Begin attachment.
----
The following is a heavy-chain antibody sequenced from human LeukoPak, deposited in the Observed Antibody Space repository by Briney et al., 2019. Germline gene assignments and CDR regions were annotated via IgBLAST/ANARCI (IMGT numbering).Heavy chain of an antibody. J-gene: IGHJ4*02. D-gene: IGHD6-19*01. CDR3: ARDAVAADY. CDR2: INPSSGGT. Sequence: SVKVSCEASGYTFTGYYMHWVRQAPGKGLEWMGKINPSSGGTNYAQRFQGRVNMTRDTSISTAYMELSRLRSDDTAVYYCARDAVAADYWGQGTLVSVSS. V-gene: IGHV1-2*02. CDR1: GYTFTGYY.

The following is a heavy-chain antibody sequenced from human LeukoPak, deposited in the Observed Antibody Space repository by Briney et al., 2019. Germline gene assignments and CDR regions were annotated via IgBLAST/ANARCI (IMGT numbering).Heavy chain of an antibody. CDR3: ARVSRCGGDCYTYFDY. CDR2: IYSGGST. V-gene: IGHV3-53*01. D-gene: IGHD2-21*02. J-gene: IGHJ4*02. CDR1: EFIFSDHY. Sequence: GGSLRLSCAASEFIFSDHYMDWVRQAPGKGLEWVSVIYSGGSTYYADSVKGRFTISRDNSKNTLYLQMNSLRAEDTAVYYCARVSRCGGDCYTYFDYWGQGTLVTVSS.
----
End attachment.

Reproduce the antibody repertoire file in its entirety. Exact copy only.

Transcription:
The following is a heavy-chain antibody sequenced from human LeukoPak, deposited in the Observed Antibody Space repository by Briney et al., 2019. Germline gene assignments and CDR regions were annotated via IgBLAST/ANARCI (IMGT numbering).Heavy chain of an antibody. J-gene: IGHJ4*02. D-gene: IGHD6-19*01. CDR3: ARDAVAADY. CDR2: INPSSGGT. Sequence: SVKVSCEASGYTFTGYYMHWVRQAPGKGLEWMGKINPSSGGTNYAQRFQGRVNMTRDTSISTAYMELSRLRSDDTAVYYCARDAVAADYWGQGTLVSVSS. V-gene: IGHV1-2*02. CDR1: GYTFTGYY.

The following is a heavy-chain antibody sequenced from human LeukoPak, deposited in the Observed Antibody Space repository by Briney et al., 2019. Germline gene assignments and CDR regions were annotated via IgBLAST/ANARCI (IMGT numbering).Heavy chain of an antibody. CDR3: ARVSRCGGDCYTYFDY. CDR2: IYSGGST. V-gene: IGHV3-53*01. D-gene: IGHD2-21*02. J-gene: IGHJ4*02. CDR1: EFIFSDHY. Sequence: GGSLRLSCAASEFIFSDHYMDWVRQAPGKGLEWVSVIYSGGSTYYADSVKGRFTISRDNSKNTLYLQMNSLRAEDTAVYYCARVSRCGGDCYTYFDYWGQGTLVTVSS.